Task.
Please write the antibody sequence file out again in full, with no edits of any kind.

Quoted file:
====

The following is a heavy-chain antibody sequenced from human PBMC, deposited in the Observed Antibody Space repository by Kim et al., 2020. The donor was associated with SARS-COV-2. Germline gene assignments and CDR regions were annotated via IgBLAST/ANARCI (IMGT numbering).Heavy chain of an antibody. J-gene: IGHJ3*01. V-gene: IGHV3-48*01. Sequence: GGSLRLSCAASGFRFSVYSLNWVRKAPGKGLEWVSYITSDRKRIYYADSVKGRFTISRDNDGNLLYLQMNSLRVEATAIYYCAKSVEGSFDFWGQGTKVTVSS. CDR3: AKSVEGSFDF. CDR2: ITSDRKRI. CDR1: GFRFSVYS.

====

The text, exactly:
The following is a heavy-chain antibody sequenced from human PBMC, deposited in the Observed Antibody Space repository by Kim et al., 2020. The donor was associated with SARS-COV-2. Germline gene assignments and CDR regions were annotated via IgBLAST/ANARCI (IMGT numbering).Heavy chain of an antibody. J-gene: IGHJ3*01. V-gene: IGHV3-48*01. Sequence: GGSLRLSCAASGFRFSVYSLNWVRKAPGKGLEWVSYITSDRKRIYYADSVKGRFTISRDNDGNLLYLQMNSLRVEATAIYYCAKSVEGSFDFWGQGTKVTVSS. CDR3: AKSVEGSFDF. CDR2: ITSDRKRI. CDR1: GFRFSVYS.